Musical genes alive after smashing break

GUITARIST Jesse Hutchinson is well known on the local music circuit for his intense performances. He talks to reporter IAN DUNCAN about smashing his guitar and growing up with a dad who was a Spider From Mars.

IT must have been a shock for the audience when Jesse Hutchinson smashed his guitar after one of his regular gigs at Cellars in Valley Road.

The 38-year-old musician finds it hard to pinpoint the exact date but guessed it was about seven years ago and marked the start of a five year break from performing.

He said: "I trashed my guitar. I just put my foot through the guitar but there was no anger in it. I know why musicians do it – it's like you can't wring any more out of that bloody instrument. There is a frustration that you can't perform.

"I'd been doing the same thing week after week and I knew that I needed a break and I knew that my wife wouldn't let me buy a new guitar."

He added that the pieces of his guitar were hung on the pub wall. He said: "People were shocked and it caused a real buzz. The landlord hung the bits on the wall and over the years people have taken the bits as souvenirs."

The gigs were a weekly event and he said the crowd was full of the same people week after week. He said: "There was a good atmosphere and they all knew each other. It was different every week. I tried to keep it fresh every time as much as possible."

And when he was first starting out he used to play gigs at the Jolly Roger – which is now known as the Merchant. He said: "People met there and got married through meeting there. Friendships were formed between people.

"It was so dark. People say to me that they used to go there every week and I don't know who they are. There was a great little music scene associated with the place."

And he has returned to play regular slots at both venues – every Tuesday at the Merchant and at Cellars every Thursday.

Critics have often said Jesse can be overly self-critical which sometimes leaves him developing a lot of tension within himself which he blames for regular broken strings.

He said: "It's when you get tense and frustrated. If things are going well, and everybody's behind you, you can really hammer the strings."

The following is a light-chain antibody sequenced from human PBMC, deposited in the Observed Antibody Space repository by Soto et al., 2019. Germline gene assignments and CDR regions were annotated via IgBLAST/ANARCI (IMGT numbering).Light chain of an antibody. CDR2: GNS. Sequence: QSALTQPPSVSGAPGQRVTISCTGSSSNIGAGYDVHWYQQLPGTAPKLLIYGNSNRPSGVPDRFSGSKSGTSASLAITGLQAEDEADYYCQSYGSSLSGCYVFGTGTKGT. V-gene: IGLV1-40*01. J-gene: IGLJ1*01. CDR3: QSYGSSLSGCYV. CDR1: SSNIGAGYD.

Jesse grew up in the Scarborough area in what could be described as a musical family because his father, John who was better known as Hutch, was a member of David Bowie's band the Spiders From Mars – not to mention his sister Hayley, step-father John Neaves and step-brother Jonathan.

He said: "We lived in Newby and we were very poor. It was great then, it was nice, that whole area was lovely. Everything was very simple then not like it is now. I didn't start playing until I was 20 which is quite late by today's standards.

"My dad met Bowie right at the beginning of things. He was in Buzz and Feathers. He used to joke that he wrote the chords for Space Oddity. I remember being little and getting postcards from Japan."

Jesse added that his father never pushed him to become a musician and after he left the Spiders From Mars he worked with other well-known musicians of the time including Lindisfarne.

He said: "Bowie's done all that and he still has made millions. To be in that elite few and get success requires drive because it can all

fall apart and you end up with nothing. I think you've got to be selfish, absolutely blinkered, because you are up against the whole industry.

"I'm quite happy to do the minimal gigs that I do and put every ounce of energy into it. My dad was very much like that. But you meet

people like Bowie and you know he was going to be someone.

"If you get the right kind of drive and belief and you don't conform and stick to your guns you will go absolutely nowhere or possibly very far."

Jesse admits that he has never pushed himself and started a course in computer science and design when he left school before running away from home with his then girlfriend.

He said: "We moved to Chapeltown in Leeds and we were the only white people there.

It was great and it was fun. I was a musician for 10 years."

His music career has been varied and covered many styles – including funk, folk, Cajun and bluegrass – and the musicians that he says have been most influential include Bob Dylan, Steven Stills, Neil Young and Paul Simon.

He said: "Those are the people I've listened to again and again. I am paranoid about getting older and being naff. Dylan is still going strong."

Jesse still plays solo gigs and plays with a band called Railroad Bill. He said: "We've played for years. It is a great mix of skiffle and blues. We are becoming a big hit on the country music scene. I never realised it was such a big scene."

He has now settled in Staxton with his wife, Sharon, and their two sons nine-year-old Harry and seven-year-old Zak.

And he added that despite not gaining his college qualification he has now come full circle because his current business involves web design.

He said: "I've done really quite well over the last few years.

"For a long time I thought there wasn't anything I'd ever stick at. After years of drifting I've discovered I'm a workaholic. I stopped playing for about five years when we first moved to Staxton. It's only the past two years that I've started to play again."